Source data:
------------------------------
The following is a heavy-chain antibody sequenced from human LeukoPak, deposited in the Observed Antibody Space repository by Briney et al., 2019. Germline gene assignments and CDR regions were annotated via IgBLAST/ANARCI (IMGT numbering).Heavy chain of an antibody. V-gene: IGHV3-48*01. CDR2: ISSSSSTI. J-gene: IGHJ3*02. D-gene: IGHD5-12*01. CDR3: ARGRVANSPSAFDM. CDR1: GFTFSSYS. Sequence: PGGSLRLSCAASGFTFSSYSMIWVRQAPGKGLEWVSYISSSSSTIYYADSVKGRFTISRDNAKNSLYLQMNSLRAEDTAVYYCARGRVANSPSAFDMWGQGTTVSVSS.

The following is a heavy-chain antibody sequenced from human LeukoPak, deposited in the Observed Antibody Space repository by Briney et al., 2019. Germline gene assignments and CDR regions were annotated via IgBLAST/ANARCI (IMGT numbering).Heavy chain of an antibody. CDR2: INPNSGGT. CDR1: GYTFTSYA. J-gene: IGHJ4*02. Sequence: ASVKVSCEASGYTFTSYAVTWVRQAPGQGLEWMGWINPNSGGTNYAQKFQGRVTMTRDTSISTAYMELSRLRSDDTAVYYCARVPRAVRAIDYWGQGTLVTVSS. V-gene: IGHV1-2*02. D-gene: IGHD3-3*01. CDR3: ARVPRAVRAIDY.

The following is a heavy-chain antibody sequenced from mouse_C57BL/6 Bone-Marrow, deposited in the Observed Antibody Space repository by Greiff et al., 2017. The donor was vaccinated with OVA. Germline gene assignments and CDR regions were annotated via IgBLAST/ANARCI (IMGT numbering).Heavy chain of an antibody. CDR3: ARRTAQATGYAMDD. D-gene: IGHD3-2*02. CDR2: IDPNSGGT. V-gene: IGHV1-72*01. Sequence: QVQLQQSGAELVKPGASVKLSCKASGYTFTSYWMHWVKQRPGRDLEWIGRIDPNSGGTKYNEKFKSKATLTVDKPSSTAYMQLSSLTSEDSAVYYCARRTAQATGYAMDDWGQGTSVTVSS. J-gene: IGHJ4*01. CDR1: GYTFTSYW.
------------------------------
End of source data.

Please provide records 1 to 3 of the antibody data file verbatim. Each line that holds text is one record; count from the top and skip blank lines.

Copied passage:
The following is a heavy-chain antibody sequenced from human LeukoPak, deposited in the Observed Antibody Space repository by Briney et al., 2019. Germline gene assignments and CDR regions were annotated via IgBLAST/ANARCI (IMGT numbering).Heavy chain of an antibody. V-gene: IGHV3-48*01. CDR2: ISSSSSTI. J-gene: IGHJ3*02. D-gene: IGHD5-12*01. CDR3: ARGRVANSPSAFDM. CDR1: GFTFSSYS. Sequence: PGGSLRLSCAASGFTFSSYSMIWVRQAPGKGLEWVSYISSSSSTIYYADSVKGRFTISRDNAKNSLYLQMNSLRAEDTAVYYCARGRVANSPSAFDMWGQGTTVSVSS.

The following is a heavy-chain antibody sequenced from human LeukoPak, deposited in the Observed Antibody Space repository by Briney et al., 2019. Germline gene assignments and CDR regions were annotated via IgBLAST/ANARCI (IMGT numbering).Heavy chain of an antibody. CDR2: INPNSGGT. CDR1: GYTFTSYA. J-gene: IGHJ4*02. Sequence: ASVKVSCEASGYTFTSYAVTWVRQAPGQGLEWMGWINPNSGGTNYAQKFQGRVTMTRDTSISTAYMELSRLRSDDTAVYYCARVPRAVRAIDYWGQGTLVTVSS. V-gene: IGHV1-2*02. D-gene: IGHD3-3*01. CDR3: ARVPRAVRAIDY.

The following is a heavy-chain antibody sequenced from mouse_C57BL/6 Bone-Marrow, deposited in the Observed Antibody Space repository by Greiff et al., 2017. The donor was vaccinated with OVA. Germline gene assignments and CDR regions were annotated via IgBLAST/ANARCI (IMGT numbering).Heavy chain of an antibody. CDR3: ARRTAQATGYAMDD. D-gene: IGHD3-2*02. CDR2: IDPNSGGT. V-gene: IGHV1-72*01. Sequence: QVQLQQSGAELVKPGASVKLSCKASGYTFTSYWMHWVKQRPGRDLEWIGRIDPNSGGTKYNEKFKSKATLTVDKPSSTAYMQLSSLTSEDSAVYYCARRTAQATGYAMDDWGQGTSVTVSS. J-gene: IGHJ4*01. CDR1: GYTFTSYW.